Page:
Table 2. Pairwise ranks and final weights of susceptability factors.
Consistency ratio (CR) was calculated for this pairwise comparison matrix (Table 2). The CR value was found to be 0.00130, which is much less than 0.10. This indicates that the ranks were consistent throughout.
The factors to be utilized will be standardized on a scale of 0-100 as cost factors or beneficial factors. This standardization allows for data that has variable units to be combined into a common scale of measurement. Standardization will be done using the reclassify tool in ArcGIS, and will use 10 unique classes of values that are specified using Jenk’s (natural breaks) classification method. These classes will then be reclassified as either cost or beneficial factors on a scale of 0 – 100, with the first class representing the lowest range of values and the tenth class representing the highest range of values (Tables 3 and 4). This method was used in order to control for extreme disparity between maximum and mean values, which made linear standardization methods produce results with little utility for the analysis.
Table 3. Beneficial Factor Standardization input
Table 4. Cost Factor Standardization input
The way in which each vulnerability and susceptibility factor is standardized will be determined based on whether a higher value produces a higher (Beneficial) or lower (Cost) risk value (Tables 5 and 6). Certain factors are standardized into unique index rankings based on findings of previous studies (Tables 7 and 8). These factors were all standardized on a scale of 0-100, with higher values representing higher susceptibility or vulnerability to wildfires overall.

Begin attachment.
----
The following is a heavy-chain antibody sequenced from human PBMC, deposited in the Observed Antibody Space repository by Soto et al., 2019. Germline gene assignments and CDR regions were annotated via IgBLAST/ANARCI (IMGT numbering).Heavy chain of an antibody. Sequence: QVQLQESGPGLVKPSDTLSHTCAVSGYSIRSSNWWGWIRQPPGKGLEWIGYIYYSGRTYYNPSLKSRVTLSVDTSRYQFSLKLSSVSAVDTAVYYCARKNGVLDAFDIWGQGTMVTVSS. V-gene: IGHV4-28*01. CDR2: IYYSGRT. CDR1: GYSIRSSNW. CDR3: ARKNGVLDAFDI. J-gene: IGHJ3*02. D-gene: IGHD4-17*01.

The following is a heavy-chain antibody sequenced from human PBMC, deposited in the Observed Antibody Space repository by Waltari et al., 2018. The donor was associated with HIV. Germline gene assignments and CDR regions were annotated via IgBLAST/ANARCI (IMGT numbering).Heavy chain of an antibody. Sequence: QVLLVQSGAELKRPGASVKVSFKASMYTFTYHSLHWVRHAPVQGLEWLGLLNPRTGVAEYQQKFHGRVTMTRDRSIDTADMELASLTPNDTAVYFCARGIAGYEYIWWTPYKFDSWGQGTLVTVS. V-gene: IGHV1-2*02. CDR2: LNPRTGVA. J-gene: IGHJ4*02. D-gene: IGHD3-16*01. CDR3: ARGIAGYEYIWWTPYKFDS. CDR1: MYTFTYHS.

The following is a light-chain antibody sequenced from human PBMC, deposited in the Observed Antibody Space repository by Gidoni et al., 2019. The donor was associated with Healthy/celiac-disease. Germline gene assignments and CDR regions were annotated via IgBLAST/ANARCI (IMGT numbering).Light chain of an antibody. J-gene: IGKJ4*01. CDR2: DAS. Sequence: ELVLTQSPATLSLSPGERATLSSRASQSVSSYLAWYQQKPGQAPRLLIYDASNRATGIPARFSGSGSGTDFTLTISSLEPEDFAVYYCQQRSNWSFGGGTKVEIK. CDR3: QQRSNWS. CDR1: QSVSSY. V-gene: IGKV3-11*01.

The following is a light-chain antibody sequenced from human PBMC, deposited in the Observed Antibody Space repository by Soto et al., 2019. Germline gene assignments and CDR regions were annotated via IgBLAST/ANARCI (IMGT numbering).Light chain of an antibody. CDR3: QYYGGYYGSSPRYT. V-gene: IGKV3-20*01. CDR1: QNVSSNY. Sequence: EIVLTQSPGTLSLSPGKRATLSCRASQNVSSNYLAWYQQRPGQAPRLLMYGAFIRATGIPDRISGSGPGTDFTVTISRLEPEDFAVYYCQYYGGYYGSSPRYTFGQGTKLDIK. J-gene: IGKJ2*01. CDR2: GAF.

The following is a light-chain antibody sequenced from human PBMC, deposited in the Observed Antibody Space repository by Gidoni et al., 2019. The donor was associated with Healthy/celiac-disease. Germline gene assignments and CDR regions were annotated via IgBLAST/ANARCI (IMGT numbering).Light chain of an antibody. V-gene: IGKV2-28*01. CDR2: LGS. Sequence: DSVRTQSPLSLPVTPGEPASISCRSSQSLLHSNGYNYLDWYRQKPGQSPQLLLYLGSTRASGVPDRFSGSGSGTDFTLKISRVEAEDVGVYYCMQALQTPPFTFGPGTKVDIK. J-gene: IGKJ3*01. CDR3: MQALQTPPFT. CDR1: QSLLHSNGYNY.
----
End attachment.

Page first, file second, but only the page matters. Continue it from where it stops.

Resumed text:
Table 5. Quantitative factor Standardization Scheme used for each vulnerability factor.
Table 6. Quantitative factor Standardization Scheme used for each susceptibility factor.
Tutsch et al. (2010) found that land use directly influenced economically productive land loss (agricultural and timber supply), park land loss, and non-park non-timber forest land (Tutsch et al., 2010) (Table 7).
Table 7. Index of relative land value for lands vulnerable to wildfire.
Renkin and Despain (1991) state that Douglas-fir and lodgepole-pine are less likely to burn than the Engleman-spruce, all of which are coniferous species common to the study area. This results in an increasing chance of burning in forests consisting of Engleman-spruce compared to those mainly consisting of the other coniferous trees. The relative flammability of stand type from most to least flammable values were based on the findings of Beverly et al. (2009) Renkin and Despain (1991) (Table 8)
Table 8. Stand type index and relative land value (Scale of 0-100).